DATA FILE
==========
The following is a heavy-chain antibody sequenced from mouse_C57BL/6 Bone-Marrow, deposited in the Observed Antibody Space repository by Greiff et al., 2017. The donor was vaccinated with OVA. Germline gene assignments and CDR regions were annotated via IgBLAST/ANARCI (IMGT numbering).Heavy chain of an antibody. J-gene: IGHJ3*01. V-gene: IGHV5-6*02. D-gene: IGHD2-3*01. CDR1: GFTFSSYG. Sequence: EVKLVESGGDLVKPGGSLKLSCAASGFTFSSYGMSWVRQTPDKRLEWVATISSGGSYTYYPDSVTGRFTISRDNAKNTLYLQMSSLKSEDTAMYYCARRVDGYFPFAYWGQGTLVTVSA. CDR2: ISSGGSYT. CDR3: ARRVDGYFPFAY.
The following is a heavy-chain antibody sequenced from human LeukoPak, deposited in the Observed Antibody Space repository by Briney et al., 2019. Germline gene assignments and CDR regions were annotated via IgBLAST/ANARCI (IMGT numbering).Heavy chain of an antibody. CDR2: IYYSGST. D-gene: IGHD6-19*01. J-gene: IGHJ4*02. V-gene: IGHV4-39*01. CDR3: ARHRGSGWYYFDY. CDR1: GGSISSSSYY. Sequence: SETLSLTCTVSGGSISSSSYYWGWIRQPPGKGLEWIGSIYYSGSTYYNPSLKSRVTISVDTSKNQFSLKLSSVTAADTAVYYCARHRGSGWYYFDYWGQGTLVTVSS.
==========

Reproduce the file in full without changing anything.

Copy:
The following is a heavy-chain antibody sequenced from mouse_C57BL/6 Bone-Marrow, deposited in the Observed Antibody Space repository by Greiff et al., 2017. The donor was vaccinated with OVA. Germline gene assignments and CDR regions were annotated via IgBLAST/ANARCI (IMGT numbering).Heavy chain of an antibody. J-gene: IGHJ3*01. V-gene: IGHV5-6*02. D-gene: IGHD2-3*01. CDR1: GFTFSSYG. Sequence: EVKLVESGGDLVKPGGSLKLSCAASGFTFSSYGMSWVRQTPDKRLEWVATISSGGSYTYYPDSVTGRFTISRDNAKNTLYLQMSSLKSEDTAMYYCARRVDGYFPFAYWGQGTLVTVSA. CDR2: ISSGGSYT. CDR3: ARRVDGYFPFAY.
The following is a heavy-chain antibody sequenced from human LeukoPak, deposited in the Observed Antibody Space repository by Briney et al., 2019. Germline gene assignments and CDR regions were annotated via IgBLAST/ANARCI (IMGT numbering).Heavy chain of an antibody. CDR2: IYYSGST. D-gene: IGHD6-19*01. J-gene: IGHJ4*02. V-gene: IGHV4-39*01. CDR3: ARHRGSGWYYFDY. CDR1: GGSISSSSYY. Sequence: SETLSLTCTVSGGSISSSSYYWGWIRQPPGKGLEWIGSIYYSGSTYYNPSLKSRVTISVDTSKNQFSLKLSSVTAADTAVYYCARHRGSGWYYFDYWGQGTLVTVSS.